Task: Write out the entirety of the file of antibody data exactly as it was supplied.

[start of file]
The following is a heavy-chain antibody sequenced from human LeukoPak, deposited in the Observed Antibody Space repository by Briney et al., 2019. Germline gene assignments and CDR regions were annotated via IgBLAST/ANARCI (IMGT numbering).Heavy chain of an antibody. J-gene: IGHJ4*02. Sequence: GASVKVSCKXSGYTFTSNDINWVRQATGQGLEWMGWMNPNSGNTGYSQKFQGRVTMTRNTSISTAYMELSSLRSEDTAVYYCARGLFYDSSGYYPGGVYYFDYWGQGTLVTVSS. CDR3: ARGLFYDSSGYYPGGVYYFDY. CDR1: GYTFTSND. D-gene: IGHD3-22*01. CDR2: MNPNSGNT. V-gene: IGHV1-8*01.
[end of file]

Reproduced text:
The following is a heavy-chain antibody sequenced from human LeukoPak, deposited in the Observed Antibody Space repository by Briney et al., 2019. Germline gene assignments and CDR regions were annotated via IgBLAST/ANARCI (IMGT numbering).Heavy chain of an antibody. J-gene: IGHJ4*02. Sequence: GASVKVSCKXSGYTFTSNDINWVRQATGQGLEWMGWMNPNSGNTGYSQKFQGRVTMTRNTSISTAYMELSSLRSEDTAVYYCARGLFYDSSGYYPGGVYYFDYWGQGTLVTVSS. CDR3: ARGLFYDSSGYYPGGVYYFDY. CDR1: GYTFTSND. D-gene: IGHD3-22*01. CDR2: MNPNSGNT. V-gene: IGHV1-8*01.